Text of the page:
If your child is insistent on buying lunch, use it as a special treat and lesson.
“If they are old enough, give them a lunch money budget for the month, a certain amount of money they can use to spend on the days where school lunch seems irresistible,” she says. “This will help teach them how to not only manage money, but also prevent a downward spiral of pizza, chicken nuggets, and pasta.”
To make sure the food you make stays at the right temperature until lunch time, visit a local hardware store, buy a name brand insulated food container (Thermos is just one brand, Stanley is another) in a size that will work for your child, and read and follow the directions on the best way to keep foods hot, or cold, for the requisite amount of time.
On her blog, The Little Chef That Could, Greenberg provides a list of school lunch ideas with links. To read the full list, visit thelittlechefthatcould.com and look for “Back to School Lunch Box Picks,” in “Recent Posts.”
Here is a list of some of the ideas she provides, along with recipes from a few ideas.
avocado carrot and cucumber
avocado hummus quesadilla
chicken Caesar pita pockets
ham and cheese crescent rolls
pizza wrap sandwiches
carrot cake waffle breakfast
corn and zucchini fritters
safely skewered lunches
southwest inspired quinoa
yellow chicken skewers
with peanut sauce
Heat and Eat
chicken noodle soup
hidden veggie mac n’ cheese
with chicken sausage
ravioli and vegetable soup
vegetable fried rice
apple almond energy bites
gluten free peanut butter
chocolate chunk cookies
honey nut cereal bars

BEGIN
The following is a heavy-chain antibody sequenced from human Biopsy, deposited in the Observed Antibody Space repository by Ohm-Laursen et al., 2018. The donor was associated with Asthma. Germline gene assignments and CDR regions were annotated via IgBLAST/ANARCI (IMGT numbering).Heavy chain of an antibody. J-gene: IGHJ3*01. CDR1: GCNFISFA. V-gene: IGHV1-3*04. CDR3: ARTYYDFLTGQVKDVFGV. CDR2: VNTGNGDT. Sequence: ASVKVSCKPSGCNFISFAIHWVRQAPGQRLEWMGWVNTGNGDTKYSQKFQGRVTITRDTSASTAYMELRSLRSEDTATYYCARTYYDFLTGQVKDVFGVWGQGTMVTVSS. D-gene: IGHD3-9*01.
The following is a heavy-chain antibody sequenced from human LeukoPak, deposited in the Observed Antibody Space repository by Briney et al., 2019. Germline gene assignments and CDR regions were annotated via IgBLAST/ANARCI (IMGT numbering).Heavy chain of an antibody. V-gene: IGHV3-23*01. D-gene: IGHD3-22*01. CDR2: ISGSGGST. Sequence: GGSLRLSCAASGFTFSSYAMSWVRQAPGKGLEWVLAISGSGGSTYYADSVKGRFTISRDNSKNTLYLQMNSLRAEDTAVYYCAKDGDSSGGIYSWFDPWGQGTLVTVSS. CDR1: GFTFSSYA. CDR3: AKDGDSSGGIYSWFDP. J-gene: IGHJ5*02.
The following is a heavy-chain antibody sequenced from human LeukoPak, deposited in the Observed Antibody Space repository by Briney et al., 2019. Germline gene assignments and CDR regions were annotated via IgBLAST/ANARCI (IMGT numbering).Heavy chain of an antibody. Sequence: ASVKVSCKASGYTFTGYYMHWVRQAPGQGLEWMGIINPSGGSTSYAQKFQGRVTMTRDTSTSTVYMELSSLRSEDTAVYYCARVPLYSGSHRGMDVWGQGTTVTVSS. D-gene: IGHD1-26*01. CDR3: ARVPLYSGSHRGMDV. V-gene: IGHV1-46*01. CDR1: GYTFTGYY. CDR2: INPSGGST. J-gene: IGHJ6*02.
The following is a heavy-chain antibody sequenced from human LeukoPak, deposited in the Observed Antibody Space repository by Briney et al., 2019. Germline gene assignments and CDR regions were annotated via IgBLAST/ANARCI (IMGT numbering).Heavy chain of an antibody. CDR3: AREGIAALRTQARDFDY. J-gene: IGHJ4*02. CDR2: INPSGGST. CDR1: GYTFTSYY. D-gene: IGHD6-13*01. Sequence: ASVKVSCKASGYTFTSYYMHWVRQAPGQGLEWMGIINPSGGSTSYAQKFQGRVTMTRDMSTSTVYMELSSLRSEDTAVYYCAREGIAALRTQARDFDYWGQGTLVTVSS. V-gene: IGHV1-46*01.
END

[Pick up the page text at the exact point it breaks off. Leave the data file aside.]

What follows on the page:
low fat chocolate chip
Avocado Hummus Tacos
-by Taylor Grant Greenberg
4 corn tortillas
1 medium avocado
¼ cup of garlic hummus
½ cup of reduced fat cheddar cheese, shredded
Mash the avocado and hummus together.
Spread ¼ of the mixture onto each tortilla and top with ¼ of the cheese.
Fold in half and place on a greased pan over medium-high heat.
Cover with a lid or oven safe dish and let cook for 2-3 minutes, until golden brown, flip, and cook another 2-3 minutes, until cheese is melted and tortilla is golden brown on each side.
Continue with remaining tortillas.
Gluten Free Peanut Butter Chocolate Cookies:
-by Taylor Grant Greenberg
Ever since I featured this recipe on a “Nutritious Cookies” segment on Better CT, it has been one of the most requested recipes of mine. Peanut butter, sweet honey, and chunks of dark chocolate all baked to perfection into a chewy cookie. The most intriguing part of this recipe? Its gluten free—thats right, a cookie with no flour; too good to be true? When I first tested this recipe, I cringed in fear that I would be pulling a cookie sheet of melted, gooey peanut butter cookie dough. To my surprise these cookies were beautiful and perfectly cooked into three-bite treats. Makes three dozen.